8. “As long as our will has fancies that are foreign to divine union, whims that are now yes, now no, we are like children; we do not advance with giant steps in love for fire has not yet burnt up all the alloy; the gold is not pure; we are still seeking ourselves; God has not consumed” all our hostility to Him. But when the boiling cauldron has consumed “every imperfect love, every imperfect sorrow, every imperfect fear,” “then love is perfect and the golden ring of our alliance is larger than Heaven and earth. This is the secret cellar in which love places his elect,” this “love leads us by ways and paths known to him alone; and he leads us with no turning back, for we will not retrace our steps.”

Elizabeth of the Trinity. The Complete Works of Elizabeth of the Trinity, vol. 1 (featuring a General Introduction and Major Spiritual Writings) (Elizabeth of the Trinity Complete Work) (pp. 96). ICS Publications. Kindle Edition.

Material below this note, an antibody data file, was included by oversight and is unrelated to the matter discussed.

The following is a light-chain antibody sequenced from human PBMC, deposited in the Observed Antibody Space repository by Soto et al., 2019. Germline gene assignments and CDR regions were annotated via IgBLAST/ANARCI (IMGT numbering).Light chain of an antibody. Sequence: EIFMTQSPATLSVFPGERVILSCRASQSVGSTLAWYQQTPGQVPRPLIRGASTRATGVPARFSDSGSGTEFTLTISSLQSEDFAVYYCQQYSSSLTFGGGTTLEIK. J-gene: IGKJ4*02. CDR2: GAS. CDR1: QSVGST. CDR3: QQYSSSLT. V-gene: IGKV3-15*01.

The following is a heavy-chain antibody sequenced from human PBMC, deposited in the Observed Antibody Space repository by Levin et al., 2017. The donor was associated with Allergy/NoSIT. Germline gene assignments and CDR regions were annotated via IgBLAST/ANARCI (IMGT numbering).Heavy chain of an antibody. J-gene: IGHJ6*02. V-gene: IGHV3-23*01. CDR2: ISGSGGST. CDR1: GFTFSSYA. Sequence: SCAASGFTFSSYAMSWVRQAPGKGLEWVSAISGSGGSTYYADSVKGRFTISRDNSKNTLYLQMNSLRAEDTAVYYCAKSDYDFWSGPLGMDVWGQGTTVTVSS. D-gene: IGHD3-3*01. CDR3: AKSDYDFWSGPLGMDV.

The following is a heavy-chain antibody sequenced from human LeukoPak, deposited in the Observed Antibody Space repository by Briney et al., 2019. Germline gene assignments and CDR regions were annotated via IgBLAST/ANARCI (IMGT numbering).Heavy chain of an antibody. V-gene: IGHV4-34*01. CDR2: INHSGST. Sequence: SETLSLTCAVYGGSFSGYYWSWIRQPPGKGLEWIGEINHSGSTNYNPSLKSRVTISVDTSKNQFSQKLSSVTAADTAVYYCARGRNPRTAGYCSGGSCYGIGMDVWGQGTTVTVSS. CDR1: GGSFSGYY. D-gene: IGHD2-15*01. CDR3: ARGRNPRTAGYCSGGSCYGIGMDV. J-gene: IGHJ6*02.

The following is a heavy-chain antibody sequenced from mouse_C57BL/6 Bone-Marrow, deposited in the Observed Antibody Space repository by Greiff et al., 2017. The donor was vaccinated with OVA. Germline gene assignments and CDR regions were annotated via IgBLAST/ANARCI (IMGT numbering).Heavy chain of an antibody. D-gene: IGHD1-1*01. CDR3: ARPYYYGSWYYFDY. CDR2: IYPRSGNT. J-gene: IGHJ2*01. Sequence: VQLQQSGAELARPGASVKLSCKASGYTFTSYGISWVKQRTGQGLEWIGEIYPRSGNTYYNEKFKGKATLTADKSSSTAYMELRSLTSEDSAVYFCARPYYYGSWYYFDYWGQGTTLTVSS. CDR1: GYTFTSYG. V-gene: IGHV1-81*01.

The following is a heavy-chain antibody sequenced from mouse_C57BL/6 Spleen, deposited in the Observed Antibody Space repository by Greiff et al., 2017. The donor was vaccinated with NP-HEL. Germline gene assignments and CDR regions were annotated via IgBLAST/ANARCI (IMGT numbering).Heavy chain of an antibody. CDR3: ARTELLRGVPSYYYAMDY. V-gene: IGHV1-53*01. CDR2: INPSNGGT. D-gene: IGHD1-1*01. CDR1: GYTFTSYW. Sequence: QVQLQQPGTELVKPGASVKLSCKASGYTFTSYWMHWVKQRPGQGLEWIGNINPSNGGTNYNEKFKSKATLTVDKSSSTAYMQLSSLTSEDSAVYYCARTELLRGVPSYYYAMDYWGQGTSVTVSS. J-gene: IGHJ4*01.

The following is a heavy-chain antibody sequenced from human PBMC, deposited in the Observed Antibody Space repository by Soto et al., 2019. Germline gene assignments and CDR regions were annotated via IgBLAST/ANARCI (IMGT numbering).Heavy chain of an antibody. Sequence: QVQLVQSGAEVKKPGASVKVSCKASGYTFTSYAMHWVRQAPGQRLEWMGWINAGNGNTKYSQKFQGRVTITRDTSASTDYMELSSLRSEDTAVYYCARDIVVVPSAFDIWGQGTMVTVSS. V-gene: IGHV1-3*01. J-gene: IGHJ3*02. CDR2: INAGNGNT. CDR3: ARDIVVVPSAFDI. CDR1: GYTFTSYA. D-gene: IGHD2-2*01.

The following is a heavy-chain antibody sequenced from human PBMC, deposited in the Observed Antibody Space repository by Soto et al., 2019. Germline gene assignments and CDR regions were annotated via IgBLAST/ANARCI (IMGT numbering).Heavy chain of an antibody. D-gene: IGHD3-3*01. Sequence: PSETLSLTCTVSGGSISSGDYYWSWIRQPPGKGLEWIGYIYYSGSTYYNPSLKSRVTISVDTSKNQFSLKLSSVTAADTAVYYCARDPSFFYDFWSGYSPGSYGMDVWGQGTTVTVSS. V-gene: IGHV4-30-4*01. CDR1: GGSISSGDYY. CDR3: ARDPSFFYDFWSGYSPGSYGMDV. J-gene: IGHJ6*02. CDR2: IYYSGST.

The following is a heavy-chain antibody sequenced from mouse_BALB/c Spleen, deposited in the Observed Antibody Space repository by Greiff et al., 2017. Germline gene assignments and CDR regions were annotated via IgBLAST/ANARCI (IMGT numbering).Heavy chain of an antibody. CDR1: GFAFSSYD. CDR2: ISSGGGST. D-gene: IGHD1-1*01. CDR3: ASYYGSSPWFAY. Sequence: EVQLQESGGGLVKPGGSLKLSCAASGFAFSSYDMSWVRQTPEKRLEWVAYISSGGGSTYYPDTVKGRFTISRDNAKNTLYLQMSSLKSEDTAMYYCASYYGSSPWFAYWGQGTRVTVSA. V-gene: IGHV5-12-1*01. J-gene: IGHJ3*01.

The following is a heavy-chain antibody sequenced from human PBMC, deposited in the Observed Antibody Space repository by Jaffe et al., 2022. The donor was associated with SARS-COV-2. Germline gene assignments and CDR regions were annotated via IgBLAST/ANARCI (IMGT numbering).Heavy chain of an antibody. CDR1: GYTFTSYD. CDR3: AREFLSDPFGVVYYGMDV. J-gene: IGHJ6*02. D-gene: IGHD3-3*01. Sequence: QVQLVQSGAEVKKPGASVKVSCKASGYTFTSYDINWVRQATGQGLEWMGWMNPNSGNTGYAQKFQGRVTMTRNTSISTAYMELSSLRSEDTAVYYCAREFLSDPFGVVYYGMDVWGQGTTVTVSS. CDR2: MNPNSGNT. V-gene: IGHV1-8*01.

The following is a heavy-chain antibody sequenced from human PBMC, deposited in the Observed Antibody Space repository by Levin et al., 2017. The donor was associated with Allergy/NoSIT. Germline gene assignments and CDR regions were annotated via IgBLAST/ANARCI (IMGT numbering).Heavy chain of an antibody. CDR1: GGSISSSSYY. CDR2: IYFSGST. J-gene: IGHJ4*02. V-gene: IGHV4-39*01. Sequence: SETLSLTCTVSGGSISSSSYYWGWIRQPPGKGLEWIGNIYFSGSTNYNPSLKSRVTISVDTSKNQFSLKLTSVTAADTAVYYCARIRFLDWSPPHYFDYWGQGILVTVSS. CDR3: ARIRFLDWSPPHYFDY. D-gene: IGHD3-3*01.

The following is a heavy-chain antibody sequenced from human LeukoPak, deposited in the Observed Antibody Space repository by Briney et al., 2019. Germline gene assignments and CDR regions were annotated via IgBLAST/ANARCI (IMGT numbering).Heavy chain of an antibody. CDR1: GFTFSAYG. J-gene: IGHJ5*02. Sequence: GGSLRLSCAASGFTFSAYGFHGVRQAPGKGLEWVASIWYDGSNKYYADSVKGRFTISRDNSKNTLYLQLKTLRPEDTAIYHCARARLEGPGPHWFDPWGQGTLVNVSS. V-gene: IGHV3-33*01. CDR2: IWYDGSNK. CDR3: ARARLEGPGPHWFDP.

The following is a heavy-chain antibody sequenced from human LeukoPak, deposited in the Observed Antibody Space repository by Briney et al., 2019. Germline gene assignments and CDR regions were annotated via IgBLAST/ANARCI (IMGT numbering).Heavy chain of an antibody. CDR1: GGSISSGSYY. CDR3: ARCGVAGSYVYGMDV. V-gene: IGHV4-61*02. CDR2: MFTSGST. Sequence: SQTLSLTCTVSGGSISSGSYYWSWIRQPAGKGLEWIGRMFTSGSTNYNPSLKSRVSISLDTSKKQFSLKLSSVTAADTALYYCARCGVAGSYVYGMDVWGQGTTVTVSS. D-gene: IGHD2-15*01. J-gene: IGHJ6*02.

Discerning Hearts Reflection Questions

  1. Personal Encounter with God: In what ways do I consciously make space to encounter God in my daily life? How can I cultivate a deeper awareness of God’s presence within me?
  2. Silence and Solitude: How do I integrate silence and solitude into my spiritual practice? What challenges do I face in doing so, and how can I overcome them?
  3. Contemplative Prayer: Reflect on your experience with contemplative prayer. How does it differ from your other prayer experiences? What fruits have you noticed from engaging in contemplative prayer?
  4. Self-acceptance and Humility: How do I deal with my own brokenness and limitations in my spiritual journey? In what ways can I practice true humility, acknowledging my dependence on God’s grace?
  5. Divine Love: Reflect on the concept of God’s purifying love as fire. How have you experienced this transformative love in your life? Are there areas in your life that you are hesitant to surrender to this purifying love?
  6. Sacramental Life: How do the sacraments, especially the Eucharist and Reconciliation, influence my spiritual life? What graces have I received from regular participation in these sacraments?
  7. Scriptural Engagement: How does Scripture inform and nourish my spiritual life? Can I identify a passage or story that has particularly moved me or challenged me recently?